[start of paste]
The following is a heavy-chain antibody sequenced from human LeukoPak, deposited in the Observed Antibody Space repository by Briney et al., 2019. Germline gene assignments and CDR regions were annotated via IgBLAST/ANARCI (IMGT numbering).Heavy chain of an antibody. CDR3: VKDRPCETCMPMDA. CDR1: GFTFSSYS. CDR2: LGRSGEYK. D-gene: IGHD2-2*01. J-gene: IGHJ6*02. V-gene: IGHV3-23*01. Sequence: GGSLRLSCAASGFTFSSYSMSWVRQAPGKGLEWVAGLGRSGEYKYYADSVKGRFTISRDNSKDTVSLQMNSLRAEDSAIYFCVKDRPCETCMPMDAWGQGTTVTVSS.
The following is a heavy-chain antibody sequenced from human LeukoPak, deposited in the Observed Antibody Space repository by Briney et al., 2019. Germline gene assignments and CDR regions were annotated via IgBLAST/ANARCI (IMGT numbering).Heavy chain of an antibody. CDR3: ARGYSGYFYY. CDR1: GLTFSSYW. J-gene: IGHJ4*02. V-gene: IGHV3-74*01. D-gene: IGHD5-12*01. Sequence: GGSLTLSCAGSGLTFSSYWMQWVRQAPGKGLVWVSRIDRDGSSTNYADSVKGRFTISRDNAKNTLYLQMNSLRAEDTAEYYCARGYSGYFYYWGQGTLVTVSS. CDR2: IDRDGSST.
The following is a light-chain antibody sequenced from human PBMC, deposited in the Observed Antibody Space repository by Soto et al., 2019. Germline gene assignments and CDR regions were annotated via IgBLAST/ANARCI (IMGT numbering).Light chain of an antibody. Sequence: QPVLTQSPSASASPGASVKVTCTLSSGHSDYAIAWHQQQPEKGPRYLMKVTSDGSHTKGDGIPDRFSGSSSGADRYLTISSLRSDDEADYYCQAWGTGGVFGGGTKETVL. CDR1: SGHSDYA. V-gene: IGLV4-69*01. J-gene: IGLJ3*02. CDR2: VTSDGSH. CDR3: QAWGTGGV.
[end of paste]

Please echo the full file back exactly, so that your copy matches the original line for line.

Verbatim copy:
The following is a heavy-chain antibody sequenced from human LeukoPak, deposited in the Observed Antibody Space repository by Briney et al., 2019. Germline gene assignments and CDR regions were annotated via IgBLAST/ANARCI (IMGT numbering).Heavy chain of an antibody. CDR3: VKDRPCETCMPMDA. CDR1: GFTFSSYS. CDR2: LGRSGEYK. D-gene: IGHD2-2*01. J-gene: IGHJ6*02. V-gene: IGHV3-23*01. Sequence: GGSLRLSCAASGFTFSSYSMSWVRQAPGKGLEWVAGLGRSGEYKYYADSVKGRFTISRDNSKDTVSLQMNSLRAEDSAIYFCVKDRPCETCMPMDAWGQGTTVTVSS.
The following is a heavy-chain antibody sequenced from human LeukoPak, deposited in the Observed Antibody Space repository by Briney et al., 2019. Germline gene assignments and CDR regions were annotated via IgBLAST/ANARCI (IMGT numbering).Heavy chain of an antibody. CDR3: ARGYSGYFYY. CDR1: GLTFSSYW. J-gene: IGHJ4*02. V-gene: IGHV3-74*01. D-gene: IGHD5-12*01. Sequence: GGSLTLSCAGSGLTFSSYWMQWVRQAPGKGLVWVSRIDRDGSSTNYADSVKGRFTISRDNAKNTLYLQMNSLRAEDTAEYYCARGYSGYFYYWGQGTLVTVSS. CDR2: IDRDGSST.
The following is a light-chain antibody sequenced from human PBMC, deposited in the Observed Antibody Space repository by Soto et al., 2019. Germline gene assignments and CDR regions were annotated via IgBLAST/ANARCI (IMGT numbering).Light chain of an antibody. Sequence: QPVLTQSPSASASPGASVKVTCTLSSGHSDYAIAWHQQQPEKGPRYLMKVTSDGSHTKGDGIPDRFSGSSSGADRYLTISSLRSDDEADYYCQAWGTGGVFGGGTKETVL. CDR1: SGHSDYA. V-gene: IGLV4-69*01. J-gene: IGLJ3*02. CDR2: VTSDGSH. CDR3: QAWGTGGV.